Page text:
5 Worst Things to Do with Your First Credit Card

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So, you’ve got your very first credit card, and you can’t wait to get started charging all those little (or big) luxuries you’ve been dreaming of. But think things through before you start swiping away—just one bad move with that brand new card could haunt you and your credit rating for years to come. These moves are the worst things you can do with that first credit card.

5 Skip Those Rewards

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Finally, if your card is a rewards card or has other perks, don’t forget to take advantage of them. You may be paying for them in the form of a yearly fee, or at the very least, they are part of the benefit of holding the card. By not using them, you are giving the credit card company a pass. That’s not quite bad as giving it free money in the form of late fees, but it’s still money in its pockets that could go in yours.

4 Mangle the Payment

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No matter how much or how little you charge, eventually you’ve got to pay it back. And whatever you do, make sure you pay it back on time; making a late payment can get you hit with a fee as well as damage your credit rating. But even a late payment is better than no payment at all, so make sure you always pay at least the minimum. But if you can, send more than that required payment—otherwise, you’ll be carrying that debt far longer than necessary.

3 Max It Out

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No matter how much you spend, or plan to pay back each month, one key is not maxing out that credit card. It’s tempting to take advantage of that brand-new card, but resist temptation as much as possible. Not only will you not be able to charge anything else — in an emergency, say — but you run the risk of going over your credit limit and getting socked with costly fees.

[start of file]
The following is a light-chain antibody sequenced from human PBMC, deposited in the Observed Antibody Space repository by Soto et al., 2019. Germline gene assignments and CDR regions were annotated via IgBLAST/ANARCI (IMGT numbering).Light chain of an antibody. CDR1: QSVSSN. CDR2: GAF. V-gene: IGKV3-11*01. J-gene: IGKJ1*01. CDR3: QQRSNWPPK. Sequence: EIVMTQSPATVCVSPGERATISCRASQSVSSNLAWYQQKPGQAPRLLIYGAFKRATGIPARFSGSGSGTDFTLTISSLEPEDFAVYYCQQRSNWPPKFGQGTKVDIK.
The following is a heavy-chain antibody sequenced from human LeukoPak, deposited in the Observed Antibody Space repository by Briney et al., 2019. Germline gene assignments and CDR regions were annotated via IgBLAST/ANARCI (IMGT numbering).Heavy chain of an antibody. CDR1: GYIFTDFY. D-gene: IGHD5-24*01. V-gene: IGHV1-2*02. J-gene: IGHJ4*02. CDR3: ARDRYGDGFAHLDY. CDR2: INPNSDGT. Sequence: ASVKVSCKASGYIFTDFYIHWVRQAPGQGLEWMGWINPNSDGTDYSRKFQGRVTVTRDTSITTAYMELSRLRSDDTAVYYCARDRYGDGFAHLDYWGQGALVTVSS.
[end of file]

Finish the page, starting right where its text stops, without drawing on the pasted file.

2 Go Crazy Spending

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Speaking of huge balances, just because you have a big credit limit doesn’t mean you have to use it. Keep your charges under 10 percent of your limit, the Main Street website suggests, because part of your credit rating is how high a debt-to-limit ratio you’re carrying. And don’t forget to plan how you’re going to pay off those charges. The longer you carry a balance, the more you pay in interest, and suddenly that $50 pair of shoes costs you $200 in cash.

1 Ignore the Fine Print

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Before you charge a penny, make sure you’ve read your credit card agreement and understand it. This includes things like knowing that special introductory interest rate the salesperson pitched to you—and, more importantly, knowing what it will rise to, and when. That way, you won’t run up a huge balance on that “0.9 percent” card, only to get socked paying 21.99 percent.

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